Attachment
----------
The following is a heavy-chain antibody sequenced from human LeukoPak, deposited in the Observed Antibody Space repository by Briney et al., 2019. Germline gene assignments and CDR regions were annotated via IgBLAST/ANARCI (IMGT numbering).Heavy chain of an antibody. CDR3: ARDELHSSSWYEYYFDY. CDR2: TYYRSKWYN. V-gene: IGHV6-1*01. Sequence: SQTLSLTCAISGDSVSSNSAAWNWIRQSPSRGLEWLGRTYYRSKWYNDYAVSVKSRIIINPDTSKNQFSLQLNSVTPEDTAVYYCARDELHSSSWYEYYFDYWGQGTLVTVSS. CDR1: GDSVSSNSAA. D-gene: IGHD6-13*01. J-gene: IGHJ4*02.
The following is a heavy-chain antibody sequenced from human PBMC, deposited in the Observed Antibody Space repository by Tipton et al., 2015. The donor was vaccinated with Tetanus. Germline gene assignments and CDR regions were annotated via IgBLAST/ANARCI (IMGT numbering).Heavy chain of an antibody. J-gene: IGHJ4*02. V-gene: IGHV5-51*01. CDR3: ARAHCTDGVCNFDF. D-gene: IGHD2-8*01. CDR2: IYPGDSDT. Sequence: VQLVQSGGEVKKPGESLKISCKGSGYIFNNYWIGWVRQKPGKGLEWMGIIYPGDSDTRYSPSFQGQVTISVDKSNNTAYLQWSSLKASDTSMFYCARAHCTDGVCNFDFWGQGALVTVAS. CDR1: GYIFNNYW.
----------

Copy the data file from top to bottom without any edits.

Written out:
The following is a heavy-chain antibody sequenced from human LeukoPak, deposited in the Observed Antibody Space repository by Briney et al., 2019. Germline gene assignments and CDR regions were annotated via IgBLAST/ANARCI (IMGT numbering).Heavy chain of an antibody. CDR3: ARDELHSSSWYEYYFDY. CDR2: TYYRSKWYN. V-gene: IGHV6-1*01. Sequence: SQTLSLTCAISGDSVSSNSAAWNWIRQSPSRGLEWLGRTYYRSKWYNDYAVSVKSRIIINPDTSKNQFSLQLNSVTPEDTAVYYCARDELHSSSWYEYYFDYWGQGTLVTVSS. CDR1: GDSVSSNSAA. D-gene: IGHD6-13*01. J-gene: IGHJ4*02.
The following is a heavy-chain antibody sequenced from human PBMC, deposited in the Observed Antibody Space repository by Tipton et al., 2015. The donor was vaccinated with Tetanus. Germline gene assignments and CDR regions were annotated via IgBLAST/ANARCI (IMGT numbering).Heavy chain of an antibody. J-gene: IGHJ4*02. V-gene: IGHV5-51*01. CDR3: ARAHCTDGVCNFDF. D-gene: IGHD2-8*01. CDR2: IYPGDSDT. Sequence: VQLVQSGGEVKKPGESLKISCKGSGYIFNNYWIGWVRQKPGKGLEWMGIIYPGDSDTRYSPSFQGQVTISVDKSNNTAYLQWSSLKASDTSMFYCARAHCTDGVCNFDFWGQGALVTVAS. CDR1: GYIFNNYW.